'Toxic discourse''This virtual burning of books is bareknuckled antisemitism'

US literary magazine retracts Israeli writer’s coexistence essay amid mass resignations

Guernica staffers quit, calling piece by Joanna Chen that is highly critical of Israel ‘a hand-wringing apologia for Zionism’; critics lament anti-Israel extremism in literary world

Joanna Chen (Heidi Levine)
Joanna Chen (Heidi Levine)

Amid criticism from staff members and others, a prestigious literary magazine has retracted an essay by an Israeli writer and translator wrestling with her attempts to find mutual understanding with Palestinians after the Hamas-led massacre of October 7.

Guernica magazine did not explain the retraction over the weekend, but said it “regrets having published” the essay by Joanna Chen, titled “From the Edges of a Broken World.”

The retraction came after multiple members of the journal’s volunteer staff resigned publicly over the essay.

Madhuri Sastry, a human-rights worker and researcher formerly of the American Red Cross, quit as co-publisher on Sunday, after calling the essay “a hand-wringing apologia for Zionism and the ongoing genocide in Palestine.” She also called for the resignation of the magazine’s editor-in-chief, Jina Ngarambe.

As many as 15 other editors and staffers also resigned, according to a review of recent changes to the magazine’s masthead, many after making their own public statements decrying the essay and Guernica’s choice to print it. Ishita Marwah, Guernica’s departing fiction editor, for example, wrote that publishing the piece made the magazine “a pillar of eugenicist white colonialism masquerading as goodness.”

The Guernica page that used to house Chen’s essay now reads, “Guernica regrets having published this piece, and has retracted it. A more fulsome explanation will follow.”

The website of Guernica, a literary magazine, shows the retracted essay by Israeli writer and translator Joanna Chen. (Screenshot via JTA/ used in accordance with Clause 27a of the Copyright Law))

Chen did not immediately return a request for comment on Sunday.

The retraction comes amid widespread tensions within the literary community over the Israel-Hamas war. A number of independent literary magazines like Guernica have prioritized pro-Palestinian narratives, and Jewish and pro-Israel authors have been targeted with online criticism. The situation is so acute that the Jewish Book Council, a nonprofit that promotes Jewish writers and stories, recently launched an initiative to track antisemitism in the literary world.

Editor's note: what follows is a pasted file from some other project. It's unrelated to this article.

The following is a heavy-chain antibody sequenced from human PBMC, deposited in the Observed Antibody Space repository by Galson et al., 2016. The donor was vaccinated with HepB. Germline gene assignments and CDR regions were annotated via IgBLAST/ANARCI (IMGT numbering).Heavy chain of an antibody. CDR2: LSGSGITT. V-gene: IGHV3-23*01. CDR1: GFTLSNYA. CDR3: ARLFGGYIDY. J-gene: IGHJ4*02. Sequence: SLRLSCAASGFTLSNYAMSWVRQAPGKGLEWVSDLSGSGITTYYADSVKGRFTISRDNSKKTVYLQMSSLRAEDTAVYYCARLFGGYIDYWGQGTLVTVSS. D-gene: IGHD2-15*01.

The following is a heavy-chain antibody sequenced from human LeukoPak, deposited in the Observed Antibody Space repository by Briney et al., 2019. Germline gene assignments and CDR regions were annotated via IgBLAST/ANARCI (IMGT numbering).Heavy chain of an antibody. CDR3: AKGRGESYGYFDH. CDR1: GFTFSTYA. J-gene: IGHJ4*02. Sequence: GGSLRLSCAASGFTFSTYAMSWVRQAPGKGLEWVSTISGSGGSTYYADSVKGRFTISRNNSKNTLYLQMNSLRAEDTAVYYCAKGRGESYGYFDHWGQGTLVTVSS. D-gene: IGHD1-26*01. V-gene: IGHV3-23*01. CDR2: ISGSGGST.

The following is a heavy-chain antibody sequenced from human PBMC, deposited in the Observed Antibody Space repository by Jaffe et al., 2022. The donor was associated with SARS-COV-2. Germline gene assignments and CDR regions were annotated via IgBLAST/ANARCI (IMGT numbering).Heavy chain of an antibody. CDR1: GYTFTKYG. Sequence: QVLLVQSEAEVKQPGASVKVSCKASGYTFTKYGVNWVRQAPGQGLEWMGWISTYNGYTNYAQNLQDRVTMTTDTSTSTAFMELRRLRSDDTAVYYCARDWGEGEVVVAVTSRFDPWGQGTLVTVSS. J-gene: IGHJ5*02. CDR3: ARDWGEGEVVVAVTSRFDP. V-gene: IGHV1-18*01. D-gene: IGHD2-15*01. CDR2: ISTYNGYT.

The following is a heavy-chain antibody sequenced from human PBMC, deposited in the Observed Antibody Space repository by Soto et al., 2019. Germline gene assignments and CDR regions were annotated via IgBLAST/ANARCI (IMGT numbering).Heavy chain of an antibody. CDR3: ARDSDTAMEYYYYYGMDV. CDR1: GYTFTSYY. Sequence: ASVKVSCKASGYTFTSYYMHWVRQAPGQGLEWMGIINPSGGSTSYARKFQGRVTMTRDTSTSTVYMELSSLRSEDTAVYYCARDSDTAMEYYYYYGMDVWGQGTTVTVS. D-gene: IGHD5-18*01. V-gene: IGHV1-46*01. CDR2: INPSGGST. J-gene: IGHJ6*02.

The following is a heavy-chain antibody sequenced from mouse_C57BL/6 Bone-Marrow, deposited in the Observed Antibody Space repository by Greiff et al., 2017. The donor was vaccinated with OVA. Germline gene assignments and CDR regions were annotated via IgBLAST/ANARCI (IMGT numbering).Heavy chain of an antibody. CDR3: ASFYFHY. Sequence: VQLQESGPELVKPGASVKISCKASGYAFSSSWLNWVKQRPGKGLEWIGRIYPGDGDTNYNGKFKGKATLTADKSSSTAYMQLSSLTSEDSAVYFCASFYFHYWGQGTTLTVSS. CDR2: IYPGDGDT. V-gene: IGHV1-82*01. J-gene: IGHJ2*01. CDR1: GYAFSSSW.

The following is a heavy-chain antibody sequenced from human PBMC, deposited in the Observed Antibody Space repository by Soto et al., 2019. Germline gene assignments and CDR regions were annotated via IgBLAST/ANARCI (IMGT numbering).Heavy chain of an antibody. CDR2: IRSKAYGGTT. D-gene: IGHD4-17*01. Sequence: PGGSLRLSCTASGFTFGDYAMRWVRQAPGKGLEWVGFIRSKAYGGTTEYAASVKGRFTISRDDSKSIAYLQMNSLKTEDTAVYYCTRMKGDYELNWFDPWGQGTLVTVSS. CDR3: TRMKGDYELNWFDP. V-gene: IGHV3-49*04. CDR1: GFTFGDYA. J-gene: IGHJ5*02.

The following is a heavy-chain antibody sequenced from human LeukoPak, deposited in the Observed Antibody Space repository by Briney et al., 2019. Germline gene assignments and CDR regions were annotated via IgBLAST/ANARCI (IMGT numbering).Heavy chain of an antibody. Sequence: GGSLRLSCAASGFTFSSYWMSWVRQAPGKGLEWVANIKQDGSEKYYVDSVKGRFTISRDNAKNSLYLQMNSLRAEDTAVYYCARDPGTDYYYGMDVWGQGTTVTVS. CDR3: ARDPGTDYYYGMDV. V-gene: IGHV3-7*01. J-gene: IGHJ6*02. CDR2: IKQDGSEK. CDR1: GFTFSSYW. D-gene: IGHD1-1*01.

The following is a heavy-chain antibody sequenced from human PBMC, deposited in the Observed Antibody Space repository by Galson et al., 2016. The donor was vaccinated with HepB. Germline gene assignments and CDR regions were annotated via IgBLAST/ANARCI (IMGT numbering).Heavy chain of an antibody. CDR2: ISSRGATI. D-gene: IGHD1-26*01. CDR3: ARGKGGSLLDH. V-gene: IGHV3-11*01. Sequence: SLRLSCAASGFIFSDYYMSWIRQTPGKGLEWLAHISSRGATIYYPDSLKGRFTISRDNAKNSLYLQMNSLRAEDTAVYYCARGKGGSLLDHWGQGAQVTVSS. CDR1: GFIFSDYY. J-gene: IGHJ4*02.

Guernica’s case stands out because Chen, and her essay, are deeply critical of the present situation in Israel. Chen, a writer and translator of both Hebrew and Arabic work who moved to Israel from the United Kingdom as a teenager, wrote for Guernica in 2015 about her efforts not to build on land from which Palestinians had been displaced. In the retracted essay, she details her commitment to coexistence and frets over the ways in which Hamas’s October 7 onslaught on Israel has challenged it.

The Hamas-led massacre that led to the outbreak of the war saw thousands of terrorists storm across the border into southern Israel where they murdered 1,200 people and abducted 253 more to the Gaza Strip, most of whom were civilians. The slaughter was marked in its brutality as its perpetrators committed acts of rape, sexual assault and torture, mutilating many of their victims and burning others alive, including entire families.

Chen writes that she did not serve in the Israel Defense Forces and describes how she worked as a volunteer for Road to Recovery, an organization in which Israelis provide transport for Palestinians who are seeking medical care, both before and after Hamas’s attack (while briefly pausing in the immediate aftermath). She also recalls an experience donating blood to Palestinians during Israel’s 2014 war in Gaza, for which she received blowback from other Israelis. But she says the bridges she had been working to build felt impossible to complete after October 7.

“It is not easy to tread the line of empathy, to feel passion for both sides,” Chen writes in the piece, which also includes translated excerpts from Hebrew- and Arabic-language poems. It remains available online through the Internet Archive.

Of two Gaza-based poets she works with whose work she previously played a role in translating, Chen wrote, “Their voices are important ones, and I want the English-speaking world to listen to them as much as I want the world to listen to the voices I translate from Hebrew.”

‘Deeply ashamed to see this piece’

Almost as soon as the piece appeared online, it began drawing criticism from within the Guernica staff. Founded in 2004 partly in response to the Iraq War and named after Pablo Picasso’s famous anti-war painting, the nonprofit magazine has long married literary bona fides and left-wing politics. Having published writers such as Chimamanda Ngozi Adichie, George Saunders, and Jesmyn Ward, it identifies its focus as “the intersection of art and politics.”